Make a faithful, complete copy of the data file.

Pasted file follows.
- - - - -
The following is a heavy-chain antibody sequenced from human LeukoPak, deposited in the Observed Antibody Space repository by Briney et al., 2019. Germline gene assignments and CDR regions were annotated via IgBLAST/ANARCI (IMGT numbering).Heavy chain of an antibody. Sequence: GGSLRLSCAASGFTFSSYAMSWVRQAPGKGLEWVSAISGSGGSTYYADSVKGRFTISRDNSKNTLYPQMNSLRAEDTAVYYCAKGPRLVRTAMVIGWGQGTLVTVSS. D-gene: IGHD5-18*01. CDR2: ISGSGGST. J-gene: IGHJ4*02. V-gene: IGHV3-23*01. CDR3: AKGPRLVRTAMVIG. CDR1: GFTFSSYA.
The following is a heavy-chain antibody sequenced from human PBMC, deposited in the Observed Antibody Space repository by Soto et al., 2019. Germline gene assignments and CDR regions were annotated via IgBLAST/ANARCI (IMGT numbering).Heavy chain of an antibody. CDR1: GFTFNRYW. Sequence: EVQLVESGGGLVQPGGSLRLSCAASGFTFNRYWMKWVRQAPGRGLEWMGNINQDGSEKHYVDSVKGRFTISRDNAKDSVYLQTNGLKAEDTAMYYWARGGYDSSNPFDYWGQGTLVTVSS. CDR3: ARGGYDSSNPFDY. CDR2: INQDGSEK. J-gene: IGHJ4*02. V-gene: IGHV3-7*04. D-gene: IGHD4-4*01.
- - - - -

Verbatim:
The following is a heavy-chain antibody sequenced from human LeukoPak, deposited in the Observed Antibody Space repository by Briney et al., 2019. Germline gene assignments and CDR regions were annotated via IgBLAST/ANARCI (IMGT numbering).Heavy chain of an antibody. Sequence: GGSLRLSCAASGFTFSSYAMSWVRQAPGKGLEWVSAISGSGGSTYYADSVKGRFTISRDNSKNTLYPQMNSLRAEDTAVYYCAKGPRLVRTAMVIGWGQGTLVTVSS. D-gene: IGHD5-18*01. CDR2: ISGSGGST. J-gene: IGHJ4*02. V-gene: IGHV3-23*01. CDR3: AKGPRLVRTAMVIG. CDR1: GFTFSSYA.
The following is a heavy-chain antibody sequenced from human PBMC, deposited in the Observed Antibody Space repository by Soto et al., 2019. Germline gene assignments and CDR regions were annotated via IgBLAST/ANARCI (IMGT numbering).Heavy chain of an antibody. CDR1: GFTFNRYW. Sequence: EVQLVESGGGLVQPGGSLRLSCAASGFTFNRYWMKWVRQAPGRGLEWMGNINQDGSEKHYVDSVKGRFTISRDNAKDSVYLQTNGLKAEDTAMYYWARGGYDSSNPFDYWGQGTLVTVSS. CDR3: ARGGYDSSNPFDY. CDR2: INQDGSEK. J-gene: IGHJ4*02. V-gene: IGHV3-7*04. D-gene: IGHD4-4*01.